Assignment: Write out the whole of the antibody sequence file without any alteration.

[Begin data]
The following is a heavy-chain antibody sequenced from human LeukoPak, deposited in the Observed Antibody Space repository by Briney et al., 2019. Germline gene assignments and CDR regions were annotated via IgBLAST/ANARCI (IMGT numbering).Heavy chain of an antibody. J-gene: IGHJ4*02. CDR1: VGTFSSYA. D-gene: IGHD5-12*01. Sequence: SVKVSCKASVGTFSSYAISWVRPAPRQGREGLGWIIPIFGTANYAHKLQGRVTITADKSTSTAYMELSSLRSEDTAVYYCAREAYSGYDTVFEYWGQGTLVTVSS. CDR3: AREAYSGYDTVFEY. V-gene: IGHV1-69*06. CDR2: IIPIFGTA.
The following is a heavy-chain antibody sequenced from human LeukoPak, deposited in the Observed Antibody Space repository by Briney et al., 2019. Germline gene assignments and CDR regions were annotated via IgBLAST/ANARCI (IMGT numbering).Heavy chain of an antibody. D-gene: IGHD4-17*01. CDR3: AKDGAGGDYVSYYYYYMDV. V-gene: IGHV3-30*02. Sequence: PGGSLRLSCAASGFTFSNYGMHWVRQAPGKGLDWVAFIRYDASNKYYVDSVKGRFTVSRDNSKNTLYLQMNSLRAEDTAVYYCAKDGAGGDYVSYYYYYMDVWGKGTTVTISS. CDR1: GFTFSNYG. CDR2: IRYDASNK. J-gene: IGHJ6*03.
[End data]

The following is a heavy-chain antibody sequenced from human LeukoPak, deposited in the Observed Antibody Space repository by Briney et al., 2019. Germline gene assignments and CDR regions were annotated via IgBLAST/ANARCI (IMGT numbering).Heavy chain of an antibody. J-gene: IGHJ4*02. CDR1: VGTFSSYA. D-gene: IGHD5-12*01. Sequence: SVKVSCKASVGTFSSYAISWVRPAPRQGREGLGWIIPIFGTANYAHKLQGRVTITADKSTSTAYMELSSLRSEDTAVYYCAREAYSGYDTVFEYWGQGTLVTVSS. CDR3: AREAYSGYDTVFEY. V-gene: IGHV1-69*06. CDR2: IIPIFGTA.
The following is a heavy-chain antibody sequenced from human LeukoPak, deposited in the Observed Antibody Space repository by Briney et al., 2019. Germline gene assignments and CDR regions were annotated via IgBLAST/ANARCI (IMGT numbering).Heavy chain of an antibody. D-gene: IGHD4-17*01. CDR3: AKDGAGGDYVSYYYYYMDV. V-gene: IGHV3-30*02. Sequence: PGGSLRLSCAASGFTFSNYGMHWVRQAPGKGLDWVAFIRYDASNKYYVDSVKGRFTVSRDNSKNTLYLQMNSLRAEDTAVYYCAKDGAGGDYVSYYYYYMDVWGKGTTVTISS. CDR1: GFTFSNYG. CDR2: IRYDASNK. J-gene: IGHJ6*03.